While Chicago earned its nickname of “the Windy City” from its long-winded politicians, the city does not lack for actual wind. Hyde Park resident Beth Thomas (who won an honorable mention in a Chicagoland Chamber of Commerce contest on cutting Chicago Transit Authority costs when she proposed installing solar panels on train roofs) wants to harness that wind into energy.
Energy-renewal innovator Beth Thomas is passionate about the possibilities of expanding “green” energy in urban environments, and she sees Chicago as a gold mine.
“We have been treating our environment like a trash can since the Industrial Revolution,” said the Hyde Park resident. “The only way to correct that mistake is to show that renewable energy can make money and be easily incorporated into people’s day-to-day environment.”[….]
Her latest effort is to see wind turbines built throughout the city, at schools, libraries, Navy Pier, the Tinley Park Metra station and McCormick Place Convention Center, to prevent transporting over an outdated electrical grid energy from far-off wind farms. She has posted graphically enhanced renderings of her visions at http://www.greenenergy-greenmoney.com/.
One example of a communal financing model for smaller turbines is the city of Toronto, where a co-operative sold five shares, at $100 per share, to each downtown resident who chose to become a co-op member to pay to build a turbine, according to media reports. The turbine overlooks the harbor front at Exhibition Place, Canada’s largest trade fair site.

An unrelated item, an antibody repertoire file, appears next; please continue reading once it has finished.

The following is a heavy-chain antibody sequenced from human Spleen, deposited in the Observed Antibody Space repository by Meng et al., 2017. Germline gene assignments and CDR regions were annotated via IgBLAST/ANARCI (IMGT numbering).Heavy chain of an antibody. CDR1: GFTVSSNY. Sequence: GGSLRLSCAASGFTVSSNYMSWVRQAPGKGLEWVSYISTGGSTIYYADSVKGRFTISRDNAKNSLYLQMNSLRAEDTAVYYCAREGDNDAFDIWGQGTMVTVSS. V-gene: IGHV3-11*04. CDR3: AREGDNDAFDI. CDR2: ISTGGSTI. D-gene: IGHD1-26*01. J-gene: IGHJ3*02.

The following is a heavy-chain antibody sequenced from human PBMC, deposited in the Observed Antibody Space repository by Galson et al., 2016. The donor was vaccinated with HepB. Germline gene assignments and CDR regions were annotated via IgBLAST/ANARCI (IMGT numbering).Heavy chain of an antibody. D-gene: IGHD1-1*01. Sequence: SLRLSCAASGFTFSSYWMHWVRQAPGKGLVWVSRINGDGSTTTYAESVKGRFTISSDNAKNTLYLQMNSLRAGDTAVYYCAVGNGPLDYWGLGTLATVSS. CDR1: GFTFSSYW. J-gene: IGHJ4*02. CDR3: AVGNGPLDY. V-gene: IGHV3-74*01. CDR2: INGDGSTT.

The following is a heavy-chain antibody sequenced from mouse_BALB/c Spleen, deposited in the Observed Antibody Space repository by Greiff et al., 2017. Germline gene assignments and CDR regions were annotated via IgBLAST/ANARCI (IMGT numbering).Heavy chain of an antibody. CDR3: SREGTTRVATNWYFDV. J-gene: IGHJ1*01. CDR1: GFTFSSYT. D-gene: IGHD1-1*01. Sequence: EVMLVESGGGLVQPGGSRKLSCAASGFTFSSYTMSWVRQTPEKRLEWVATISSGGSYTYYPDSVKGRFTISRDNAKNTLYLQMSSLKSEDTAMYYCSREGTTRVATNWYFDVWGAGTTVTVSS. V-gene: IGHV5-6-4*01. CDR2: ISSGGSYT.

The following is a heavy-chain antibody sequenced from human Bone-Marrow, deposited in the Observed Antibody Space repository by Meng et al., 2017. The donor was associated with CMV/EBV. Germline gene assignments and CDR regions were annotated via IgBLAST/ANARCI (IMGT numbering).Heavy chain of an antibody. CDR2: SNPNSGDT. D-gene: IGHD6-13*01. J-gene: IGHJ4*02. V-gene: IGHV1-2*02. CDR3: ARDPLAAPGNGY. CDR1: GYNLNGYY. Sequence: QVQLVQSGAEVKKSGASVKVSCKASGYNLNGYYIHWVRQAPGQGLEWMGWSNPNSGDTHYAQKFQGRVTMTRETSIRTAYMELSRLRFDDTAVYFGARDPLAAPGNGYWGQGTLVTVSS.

Thomas sent her proposal detailing how wind turbines would save money by replacing electricity expenses to local elected and civic leaders, aiming to inspire them that now is the time for Chicago to take up its mantle as urban history-maker and create local jobs and products. The average ComEd residential customer pays 13.18 cents per kilowatt.
Chicago-based Illinois Wind Energy Coalition Director Kevin Borgia believes the city could purchase the most cost-effective wind power from wind farms operating in open fields in rural Illinois communities.
“Wind turbines already installed throughout Illinois generate 2,742 megawatts of wind power,” Borgia said, noting that another 3,800 megawatts of wind generation are permitted but not yet built statewide.
“These wind projects can be built and create jobs in the near term,” he said.
How to best revamp and reform our energy consumption and production is a subject explored in several Roosevelt seminarsm including SUST 320 Sprawl, Transportation, and Planning and SUST 310 Energy and Climate Change. For more information on these or any other of our courses, please visit our Sustainability Studies website, call 1-877-277-5978 (1-877-APPLY RU) or email applyRU@roosevelt.edu.